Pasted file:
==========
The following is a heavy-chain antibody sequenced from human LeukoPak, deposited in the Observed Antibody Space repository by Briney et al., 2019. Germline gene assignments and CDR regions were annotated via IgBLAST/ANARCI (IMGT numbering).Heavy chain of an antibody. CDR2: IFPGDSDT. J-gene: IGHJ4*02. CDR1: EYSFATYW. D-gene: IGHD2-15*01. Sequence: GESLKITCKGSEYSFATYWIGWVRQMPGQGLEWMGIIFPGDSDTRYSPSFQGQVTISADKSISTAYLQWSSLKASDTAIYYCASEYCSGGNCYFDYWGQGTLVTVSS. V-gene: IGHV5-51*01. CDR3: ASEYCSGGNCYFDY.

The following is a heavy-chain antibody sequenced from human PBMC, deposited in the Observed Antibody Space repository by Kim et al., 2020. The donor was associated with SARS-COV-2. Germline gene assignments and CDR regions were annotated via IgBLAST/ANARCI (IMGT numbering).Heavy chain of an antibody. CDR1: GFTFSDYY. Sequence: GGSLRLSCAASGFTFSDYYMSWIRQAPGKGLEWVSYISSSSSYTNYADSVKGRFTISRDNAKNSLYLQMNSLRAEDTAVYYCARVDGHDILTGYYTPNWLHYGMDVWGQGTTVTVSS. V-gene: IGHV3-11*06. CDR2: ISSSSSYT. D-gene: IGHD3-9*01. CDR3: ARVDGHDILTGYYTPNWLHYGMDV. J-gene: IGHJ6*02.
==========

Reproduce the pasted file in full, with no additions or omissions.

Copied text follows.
The following is a heavy-chain antibody sequenced from human LeukoPak, deposited in the Observed Antibody Space repository by Briney et al., 2019. Germline gene assignments and CDR regions were annotated via IgBLAST/ANARCI (IMGT numbering).Heavy chain of an antibody. CDR2: IFPGDSDT. J-gene: IGHJ4*02. CDR1: EYSFATYW. D-gene: IGHD2-15*01. Sequence: GESLKITCKGSEYSFATYWIGWVRQMPGQGLEWMGIIFPGDSDTRYSPSFQGQVTISADKSISTAYLQWSSLKASDTAIYYCASEYCSGGNCYFDYWGQGTLVTVSS. V-gene: IGHV5-51*01. CDR3: ASEYCSGGNCYFDY.

The following is a heavy-chain antibody sequenced from human PBMC, deposited in the Observed Antibody Space repository by Kim et al., 2020. The donor was associated with SARS-COV-2. Germline gene assignments and CDR regions were annotated via IgBLAST/ANARCI (IMGT numbering).Heavy chain of an antibody. CDR1: GFTFSDYY. Sequence: GGSLRLSCAASGFTFSDYYMSWIRQAPGKGLEWVSYISSSSSYTNYADSVKGRFTISRDNAKNSLYLQMNSLRAEDTAVYYCARVDGHDILTGYYTPNWLHYGMDVWGQGTTVTVSS. V-gene: IGHV3-11*06. CDR2: ISSSSSYT. D-gene: IGHD3-9*01. CDR3: ARVDGHDILTGYYTPNWLHYGMDV. J-gene: IGHJ6*02.